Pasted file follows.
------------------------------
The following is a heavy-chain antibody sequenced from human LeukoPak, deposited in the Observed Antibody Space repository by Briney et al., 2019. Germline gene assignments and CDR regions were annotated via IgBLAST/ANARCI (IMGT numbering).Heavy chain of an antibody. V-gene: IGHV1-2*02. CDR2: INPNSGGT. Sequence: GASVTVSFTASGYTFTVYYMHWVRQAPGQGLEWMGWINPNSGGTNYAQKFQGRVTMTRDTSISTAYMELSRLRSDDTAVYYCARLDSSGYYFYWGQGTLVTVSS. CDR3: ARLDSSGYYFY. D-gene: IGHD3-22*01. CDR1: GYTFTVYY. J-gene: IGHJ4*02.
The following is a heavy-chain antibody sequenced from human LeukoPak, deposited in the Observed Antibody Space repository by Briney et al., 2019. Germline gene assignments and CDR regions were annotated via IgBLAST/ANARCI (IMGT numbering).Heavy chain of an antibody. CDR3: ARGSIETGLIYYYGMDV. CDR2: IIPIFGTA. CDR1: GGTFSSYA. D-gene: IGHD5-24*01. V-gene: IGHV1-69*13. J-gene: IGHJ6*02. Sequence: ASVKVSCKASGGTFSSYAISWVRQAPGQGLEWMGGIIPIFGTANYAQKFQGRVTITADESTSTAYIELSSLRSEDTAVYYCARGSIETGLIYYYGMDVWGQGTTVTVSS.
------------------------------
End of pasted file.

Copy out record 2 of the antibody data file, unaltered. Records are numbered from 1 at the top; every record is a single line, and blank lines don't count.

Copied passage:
The following is a heavy-chain antibody sequenced from human LeukoPak, deposited in the Observed Antibody Space repository by Briney et al., 2019. Germline gene assignments and CDR regions were annotated via IgBLAST/ANARCI (IMGT numbering).Heavy chain of an antibody. CDR3: ARGSIETGLIYYYGMDV. CDR2: IIPIFGTA. CDR1: GGTFSSYA. D-gene: IGHD5-24*01. V-gene: IGHV1-69*13. J-gene: IGHJ6*02. Sequence: ASVKVSCKASGGTFSSYAISWVRQAPGQGLEWMGGIIPIFGTANYAQKFQGRVTITADESTSTAYIELSSLRSEDTAVYYCARGSIETGLIYYYGMDVWGQGTTVTVSS.